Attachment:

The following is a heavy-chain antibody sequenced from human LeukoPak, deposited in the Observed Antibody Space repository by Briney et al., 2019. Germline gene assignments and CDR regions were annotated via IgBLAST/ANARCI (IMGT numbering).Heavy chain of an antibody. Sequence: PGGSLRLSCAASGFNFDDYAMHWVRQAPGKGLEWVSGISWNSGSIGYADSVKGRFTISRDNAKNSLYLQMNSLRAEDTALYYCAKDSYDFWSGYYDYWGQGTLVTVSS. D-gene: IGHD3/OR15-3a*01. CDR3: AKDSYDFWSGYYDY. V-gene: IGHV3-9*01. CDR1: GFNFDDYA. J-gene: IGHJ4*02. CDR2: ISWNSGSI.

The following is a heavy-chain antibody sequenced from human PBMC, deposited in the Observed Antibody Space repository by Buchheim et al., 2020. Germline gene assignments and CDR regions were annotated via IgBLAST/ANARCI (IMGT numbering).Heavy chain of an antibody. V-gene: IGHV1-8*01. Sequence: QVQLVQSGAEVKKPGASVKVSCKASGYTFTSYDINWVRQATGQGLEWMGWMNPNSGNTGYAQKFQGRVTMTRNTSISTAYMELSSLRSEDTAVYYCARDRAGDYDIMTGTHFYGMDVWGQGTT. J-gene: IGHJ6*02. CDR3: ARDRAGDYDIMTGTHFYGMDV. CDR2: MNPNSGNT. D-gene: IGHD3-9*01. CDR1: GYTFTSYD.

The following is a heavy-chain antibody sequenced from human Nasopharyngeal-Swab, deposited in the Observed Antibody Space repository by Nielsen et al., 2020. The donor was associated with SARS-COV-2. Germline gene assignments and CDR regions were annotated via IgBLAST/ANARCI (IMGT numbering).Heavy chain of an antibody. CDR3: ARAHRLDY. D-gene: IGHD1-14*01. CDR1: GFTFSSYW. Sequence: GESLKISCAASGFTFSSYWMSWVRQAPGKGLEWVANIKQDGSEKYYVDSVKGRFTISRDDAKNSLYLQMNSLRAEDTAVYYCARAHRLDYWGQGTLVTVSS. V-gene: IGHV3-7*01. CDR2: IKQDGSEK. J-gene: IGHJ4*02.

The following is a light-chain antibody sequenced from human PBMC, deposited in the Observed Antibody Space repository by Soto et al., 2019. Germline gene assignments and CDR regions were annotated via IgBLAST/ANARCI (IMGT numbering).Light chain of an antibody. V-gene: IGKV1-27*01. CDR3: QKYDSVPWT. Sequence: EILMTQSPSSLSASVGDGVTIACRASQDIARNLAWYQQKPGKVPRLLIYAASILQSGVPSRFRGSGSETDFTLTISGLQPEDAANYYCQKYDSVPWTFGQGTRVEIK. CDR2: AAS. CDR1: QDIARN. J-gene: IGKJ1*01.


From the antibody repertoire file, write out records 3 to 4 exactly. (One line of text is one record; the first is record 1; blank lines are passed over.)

The following is a heavy-chain antibody sequenced from human Nasopharyngeal-Swab, deposited in the Observed Antibody Space repository by Nielsen et al., 2020. The donor was associated with SARS-COV-2. Germline gene assignments and CDR regions were annotated via IgBLAST/ANARCI (IMGT numbering).Heavy chain of an antibody. CDR3: ARAHRLDY. D-gene: IGHD1-14*01. CDR1: GFTFSSYW. Sequence: GESLKISCAASGFTFSSYWMSWVRQAPGKGLEWVANIKQDGSEKYYVDSVKGRFTISRDDAKNSLYLQMNSLRAEDTAVYYCARAHRLDYWGQGTLVTVSS. V-gene: IGHV3-7*01. CDR2: IKQDGSEK. J-gene: IGHJ4*02.

The following is a light-chain antibody sequenced from human PBMC, deposited in the Observed Antibody Space repository by Soto et al., 2019. Germline gene assignments and CDR regions were annotated via IgBLAST/ANARCI (IMGT numbering).Light chain of an antibody. V-gene: IGKV1-27*01. CDR3: QKYDSVPWT. Sequence: EILMTQSPSSLSASVGDGVTIACRASQDIARNLAWYQQKPGKVPRLLIYAASILQSGVPSRFRGSGSETDFTLTISGLQPEDAANYYCQKYDSVPWTFGQGTRVEIK. CDR2: AAS. CDR1: QDIARN. J-gene: IGKJ1*01.